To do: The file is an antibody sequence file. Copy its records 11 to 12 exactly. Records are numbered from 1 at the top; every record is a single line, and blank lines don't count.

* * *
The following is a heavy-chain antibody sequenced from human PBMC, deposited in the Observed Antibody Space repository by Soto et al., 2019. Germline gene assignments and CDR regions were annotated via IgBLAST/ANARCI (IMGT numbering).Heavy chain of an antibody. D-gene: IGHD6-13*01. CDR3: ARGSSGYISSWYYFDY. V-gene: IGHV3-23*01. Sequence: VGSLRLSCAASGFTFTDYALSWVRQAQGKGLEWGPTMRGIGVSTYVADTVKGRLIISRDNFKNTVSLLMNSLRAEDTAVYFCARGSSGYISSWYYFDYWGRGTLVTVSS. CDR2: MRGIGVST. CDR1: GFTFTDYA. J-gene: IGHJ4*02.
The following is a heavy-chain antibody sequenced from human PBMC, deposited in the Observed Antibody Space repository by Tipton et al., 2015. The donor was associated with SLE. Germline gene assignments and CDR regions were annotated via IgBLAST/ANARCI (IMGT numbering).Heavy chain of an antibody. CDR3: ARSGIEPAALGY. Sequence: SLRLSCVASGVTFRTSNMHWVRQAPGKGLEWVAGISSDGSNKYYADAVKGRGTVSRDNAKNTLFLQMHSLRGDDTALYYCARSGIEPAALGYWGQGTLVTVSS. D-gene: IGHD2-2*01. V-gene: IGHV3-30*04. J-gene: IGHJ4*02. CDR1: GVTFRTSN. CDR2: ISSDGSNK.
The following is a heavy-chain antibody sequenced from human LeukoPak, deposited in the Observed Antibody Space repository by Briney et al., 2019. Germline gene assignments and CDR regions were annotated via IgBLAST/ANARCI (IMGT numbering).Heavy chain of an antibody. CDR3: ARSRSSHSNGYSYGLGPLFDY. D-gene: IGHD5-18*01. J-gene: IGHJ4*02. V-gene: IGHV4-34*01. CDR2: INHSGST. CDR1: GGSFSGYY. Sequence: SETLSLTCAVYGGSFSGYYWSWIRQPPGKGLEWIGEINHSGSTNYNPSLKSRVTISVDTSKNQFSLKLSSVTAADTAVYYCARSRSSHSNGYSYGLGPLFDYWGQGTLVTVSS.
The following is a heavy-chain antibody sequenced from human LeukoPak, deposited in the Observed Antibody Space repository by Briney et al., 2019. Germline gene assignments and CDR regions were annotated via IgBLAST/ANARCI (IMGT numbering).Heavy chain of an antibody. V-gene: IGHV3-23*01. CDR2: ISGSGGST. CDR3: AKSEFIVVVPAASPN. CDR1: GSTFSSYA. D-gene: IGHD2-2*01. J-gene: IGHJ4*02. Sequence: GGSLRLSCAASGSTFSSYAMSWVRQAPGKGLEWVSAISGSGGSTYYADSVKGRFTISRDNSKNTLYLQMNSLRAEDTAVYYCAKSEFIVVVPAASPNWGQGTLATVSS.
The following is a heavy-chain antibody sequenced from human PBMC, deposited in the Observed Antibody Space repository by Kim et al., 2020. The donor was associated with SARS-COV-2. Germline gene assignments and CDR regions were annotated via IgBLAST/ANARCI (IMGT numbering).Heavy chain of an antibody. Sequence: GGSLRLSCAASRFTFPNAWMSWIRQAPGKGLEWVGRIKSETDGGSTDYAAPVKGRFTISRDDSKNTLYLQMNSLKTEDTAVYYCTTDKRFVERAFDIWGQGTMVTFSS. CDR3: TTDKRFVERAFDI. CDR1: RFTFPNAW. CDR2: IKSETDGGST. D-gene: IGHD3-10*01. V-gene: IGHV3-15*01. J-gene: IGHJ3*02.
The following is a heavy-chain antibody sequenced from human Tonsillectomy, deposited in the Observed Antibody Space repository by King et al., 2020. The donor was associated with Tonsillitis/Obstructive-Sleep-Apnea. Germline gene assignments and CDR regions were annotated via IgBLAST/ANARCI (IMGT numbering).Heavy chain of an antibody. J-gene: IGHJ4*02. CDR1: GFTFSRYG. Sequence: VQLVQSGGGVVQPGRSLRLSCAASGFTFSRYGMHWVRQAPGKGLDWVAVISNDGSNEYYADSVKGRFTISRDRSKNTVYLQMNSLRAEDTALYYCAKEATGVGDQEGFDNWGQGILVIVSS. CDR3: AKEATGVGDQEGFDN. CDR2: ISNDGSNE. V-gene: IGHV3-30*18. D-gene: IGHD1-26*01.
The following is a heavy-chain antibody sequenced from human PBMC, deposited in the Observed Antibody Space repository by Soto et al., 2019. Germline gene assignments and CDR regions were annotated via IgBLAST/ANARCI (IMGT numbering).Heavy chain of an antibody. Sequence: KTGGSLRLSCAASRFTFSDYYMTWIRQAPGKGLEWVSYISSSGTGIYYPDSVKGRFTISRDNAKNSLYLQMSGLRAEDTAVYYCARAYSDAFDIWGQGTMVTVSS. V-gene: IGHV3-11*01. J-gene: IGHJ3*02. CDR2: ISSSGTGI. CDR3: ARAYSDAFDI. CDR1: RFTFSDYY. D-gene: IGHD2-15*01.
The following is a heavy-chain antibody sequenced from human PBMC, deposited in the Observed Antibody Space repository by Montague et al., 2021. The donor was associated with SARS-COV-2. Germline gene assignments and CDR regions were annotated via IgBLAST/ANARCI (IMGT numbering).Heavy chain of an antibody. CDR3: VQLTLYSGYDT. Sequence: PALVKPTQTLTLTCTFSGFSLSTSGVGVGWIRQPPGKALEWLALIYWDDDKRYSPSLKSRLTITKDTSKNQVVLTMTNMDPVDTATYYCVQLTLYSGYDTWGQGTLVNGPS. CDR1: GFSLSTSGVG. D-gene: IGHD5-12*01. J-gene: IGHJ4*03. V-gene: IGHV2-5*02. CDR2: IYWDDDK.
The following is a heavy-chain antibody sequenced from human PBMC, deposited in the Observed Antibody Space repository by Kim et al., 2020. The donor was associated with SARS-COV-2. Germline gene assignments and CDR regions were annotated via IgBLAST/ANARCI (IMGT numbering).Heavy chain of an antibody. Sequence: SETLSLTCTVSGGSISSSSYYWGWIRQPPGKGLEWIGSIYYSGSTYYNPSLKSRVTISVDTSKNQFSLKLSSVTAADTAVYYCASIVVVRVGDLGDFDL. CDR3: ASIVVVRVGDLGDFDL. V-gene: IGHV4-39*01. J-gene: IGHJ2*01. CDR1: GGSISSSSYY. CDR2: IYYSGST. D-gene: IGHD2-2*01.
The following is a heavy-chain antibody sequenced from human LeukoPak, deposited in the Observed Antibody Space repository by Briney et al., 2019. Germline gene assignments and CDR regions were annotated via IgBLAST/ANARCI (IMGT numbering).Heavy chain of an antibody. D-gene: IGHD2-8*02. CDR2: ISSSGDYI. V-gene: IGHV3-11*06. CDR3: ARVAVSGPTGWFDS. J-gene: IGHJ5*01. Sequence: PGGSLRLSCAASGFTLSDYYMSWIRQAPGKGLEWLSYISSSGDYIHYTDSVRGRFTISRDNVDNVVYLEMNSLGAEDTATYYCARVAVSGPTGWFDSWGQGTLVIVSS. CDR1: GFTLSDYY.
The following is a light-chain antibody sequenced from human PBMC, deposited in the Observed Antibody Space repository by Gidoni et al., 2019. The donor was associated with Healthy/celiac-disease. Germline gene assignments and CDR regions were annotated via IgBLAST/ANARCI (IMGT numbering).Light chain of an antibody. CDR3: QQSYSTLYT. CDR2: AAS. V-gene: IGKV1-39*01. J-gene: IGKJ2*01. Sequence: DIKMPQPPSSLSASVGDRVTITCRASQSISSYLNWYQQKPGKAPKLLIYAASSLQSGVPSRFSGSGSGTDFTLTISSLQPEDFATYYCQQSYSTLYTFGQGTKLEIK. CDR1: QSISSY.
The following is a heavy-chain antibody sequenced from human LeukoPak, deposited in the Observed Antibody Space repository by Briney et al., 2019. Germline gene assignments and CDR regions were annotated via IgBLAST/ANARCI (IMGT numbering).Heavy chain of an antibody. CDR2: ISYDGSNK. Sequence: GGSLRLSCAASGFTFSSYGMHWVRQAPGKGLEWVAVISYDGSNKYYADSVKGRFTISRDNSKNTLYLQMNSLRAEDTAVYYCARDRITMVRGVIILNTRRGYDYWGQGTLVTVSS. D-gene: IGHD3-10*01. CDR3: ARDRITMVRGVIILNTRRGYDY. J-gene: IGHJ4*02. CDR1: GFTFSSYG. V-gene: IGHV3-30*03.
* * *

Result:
The following is a light-chain antibody sequenced from human PBMC, deposited in the Observed Antibody Space repository by Gidoni et al., 2019. The donor was associated with Healthy/celiac-disease. Germline gene assignments and CDR regions were annotated via IgBLAST/ANARCI (IMGT numbering).Light chain of an antibody. CDR3: QQSYSTLYT. CDR2: AAS. V-gene: IGKV1-39*01. J-gene: IGKJ2*01. Sequence: DIKMPQPPSSLSASVGDRVTITCRASQSISSYLNWYQQKPGKAPKLLIYAASSLQSGVPSRFSGSGSGTDFTLTISSLQPEDFATYYCQQSYSTLYTFGQGTKLEIK. CDR1: QSISSY.
The following is a heavy-chain antibody sequenced from human LeukoPak, deposited in the Observed Antibody Space repository by Briney et al., 2019. Germline gene assignments and CDR regions were annotated via IgBLAST/ANARCI (IMGT numbering).Heavy chain of an antibody. CDR2: ISYDGSNK. Sequence: GGSLRLSCAASGFTFSSYGMHWVRQAPGKGLEWVAVISYDGSNKYYADSVKGRFTISRDNSKNTLYLQMNSLRAEDTAVYYCARDRITMVRGVIILNTRRGYDYWGQGTLVTVSS. D-gene: IGHD3-10*01. CDR3: ARDRITMVRGVIILNTRRGYDY. J-gene: IGHJ4*02. CDR1: GFTFSSYG. V-gene: IGHV3-30*03.